By Tom Still
MADISON – Back in his math teacher days, Al Jacobs taught students about the power of doubling by talking about lily pads. Imagine a colony of lily pads on a pond and the pads doubled in area every day: How long would it take for an area of two square feet of lily pads to cover a pond of 250,000 square feet?
Only 17 days, thanks to the power of doubling. Two square feet becomes four, eight, 16, 32 and so on, until on the 17th day, 131,072 square feet of lily pads doubles and becomes 262,144 square feet, more than covering the water surface.
Jacobs is no longer teaching math, but he still tells a lily pad story to describe a different fast-growing menace – rising health care costs. The national health bill will double in eight years unless a new system is put into place, he predicts. What makes Jacobs’ warnings worth heeding is the fact he runs a health insurance company.
Jacobs is the executive director of the WEA Trust, a non-profit corporation created by the Wisconsin teachers’ union for its members. Formed in 1970, the WEA Trust offers group health, dental, life and disability insurance plans. With more than 200,000 educators and their families under coverage, it is Wisconsin’s second-largest health insurer.
“The health-care crisis we face today is far, far worse than most people realize,” insisted Jacobs, who said a doubling of health costs every eight years since the mid-1970s has eroded our buying power and undermined the nation’s economic competitiveness. “Trying to modify the existing system isn’t going to fix the problem. We need fundamental reform.”
Jacobs’ four-part solution, which he has pitched to groups large and small since the fall 2003 Wisconsin Economic Summit in Milwaukee, is a blend of group-buying market dynamics, government pricing guidelines, increased use of information technology, and more state involvement in preventive and catastrophic care. Here’s a summary:
The launch of “WisconsinRx” in the fall of 2003 was promoted by WEA Trust as a way to reduce drug costs. It is a statewide, non-profit cooperative that can be joined by virtually any Wisconsin business, so long as their current health coverage plan does not include drug coverage. So far, participating businesses are seeing reductions in drug costs of 10 percent or more due to volume discounts that are available in equal proportions to small and large businesses alike. For more information, go to www.wisrx.com
When health-care providers talk about “transparency” in a cost system, they mean: Does the system give patients and doctors the ability to know what services and products cost? Jacobs argues the current system is about as transparent as a slab of granite, making comparison shopping all but impossible.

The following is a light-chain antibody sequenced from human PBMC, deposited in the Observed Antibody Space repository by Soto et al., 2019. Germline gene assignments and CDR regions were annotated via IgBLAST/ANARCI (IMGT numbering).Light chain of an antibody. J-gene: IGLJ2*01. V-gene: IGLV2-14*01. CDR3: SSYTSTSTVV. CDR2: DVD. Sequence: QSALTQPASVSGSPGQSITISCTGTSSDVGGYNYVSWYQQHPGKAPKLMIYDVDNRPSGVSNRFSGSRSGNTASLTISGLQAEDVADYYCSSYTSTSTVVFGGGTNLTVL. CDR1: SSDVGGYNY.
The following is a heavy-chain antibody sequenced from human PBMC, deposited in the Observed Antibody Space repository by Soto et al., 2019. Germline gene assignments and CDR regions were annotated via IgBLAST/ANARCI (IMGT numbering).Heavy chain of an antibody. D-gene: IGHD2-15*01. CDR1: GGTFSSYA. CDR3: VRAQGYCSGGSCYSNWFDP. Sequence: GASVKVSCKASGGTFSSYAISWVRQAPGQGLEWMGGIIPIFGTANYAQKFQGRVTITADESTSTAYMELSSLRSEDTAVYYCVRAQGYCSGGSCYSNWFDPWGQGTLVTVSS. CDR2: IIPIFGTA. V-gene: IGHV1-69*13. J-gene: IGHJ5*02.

Jacobs wants to create a state “relative value” system upon which all providers must base their charges. Providers would be required to charge every patient the same amount for their services, but they would be free to declare the percent of the state schedule at which they will set their fees. Insurers and health plans would be required to set the amount they reimburse as a uniform percentage of the schedule. The goal is to even out charges and reimbursements among large and small health coverage plans.
The current system is a maze of paperwork, regulations, coding, medical necessity standards, discount arrangements, credentialing requirements and more. A more centralization transaction system would end the fragmentation, Jacobs said, reducing costs and improving quality and safety. “We also lack an organized means of retrieving and analyzing data to improve population health,” he said.
For too many poor people, the health-care system doesn’t kick in until there’s an emergency. Better preventive care could save lives and dollars. On the other end of the care spectrum, business health care plans can be devastated by a few catastrophic claims that raise costs for everyone – or force the business to drop coverage. Jacobs believes the solution is state coverage of preventive and catastrophic care, leaving the rest of health care for private coverage.
Jacobs plan is controversial, to be sure. Many state legislators will be tempted to see it as another version of “socialized medicine” or cost-shifting. And the doubling of the “lily pad” is only a disaster if the size of the pond is static; so long as the economy grows, health-care costs cannot subsume all other activity.
At the same time, there’s little argument that rising health-care costs are hurting the ability of Wisconsin businesses to compete in the global marketplace. Health-care costs must be confronted in a rational way that takes into account what (and how) we’re paying and what we’re getting in return. Veteran health insurers such as Jacobs should be a part of shaping the solutions.
Still is president of the Wisconsin Technology Council. He is the former associate editor of the Wisconsin State Journal in Madison.